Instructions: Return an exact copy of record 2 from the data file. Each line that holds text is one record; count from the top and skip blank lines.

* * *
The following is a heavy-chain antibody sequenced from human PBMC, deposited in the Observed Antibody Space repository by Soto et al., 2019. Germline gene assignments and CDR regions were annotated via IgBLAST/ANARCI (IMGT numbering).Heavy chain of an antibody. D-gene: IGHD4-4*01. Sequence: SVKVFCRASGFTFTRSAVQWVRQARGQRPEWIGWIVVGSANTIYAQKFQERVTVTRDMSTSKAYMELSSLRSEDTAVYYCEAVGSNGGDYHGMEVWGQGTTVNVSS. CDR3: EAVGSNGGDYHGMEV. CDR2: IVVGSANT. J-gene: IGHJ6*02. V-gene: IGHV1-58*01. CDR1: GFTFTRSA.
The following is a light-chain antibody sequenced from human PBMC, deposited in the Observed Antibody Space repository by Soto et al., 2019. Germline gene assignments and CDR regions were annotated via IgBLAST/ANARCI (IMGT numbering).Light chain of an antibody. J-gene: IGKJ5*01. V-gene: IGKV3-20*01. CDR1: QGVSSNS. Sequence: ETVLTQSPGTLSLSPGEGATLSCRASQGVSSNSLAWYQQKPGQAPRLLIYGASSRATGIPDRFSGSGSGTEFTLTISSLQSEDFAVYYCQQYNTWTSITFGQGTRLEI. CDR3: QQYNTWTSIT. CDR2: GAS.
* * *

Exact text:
The following is a light-chain antibody sequenced from human PBMC, deposited in the Observed Antibody Space repository by Soto et al., 2019. Germline gene assignments and CDR regions were annotated via IgBLAST/ANARCI (IMGT numbering).Light chain of an antibody. J-gene: IGKJ5*01. V-gene: IGKV3-20*01. CDR1: QGVSSNS. Sequence: ETVLTQSPGTLSLSPGEGATLSCRASQGVSSNSLAWYQQKPGQAPRLLIYGASSRATGIPDRFSGSGSGTEFTLTISSLQSEDFAVYYCQQYNTWTSITFGQGTRLEI. CDR3: QQYNTWTSIT. CDR2: GAS.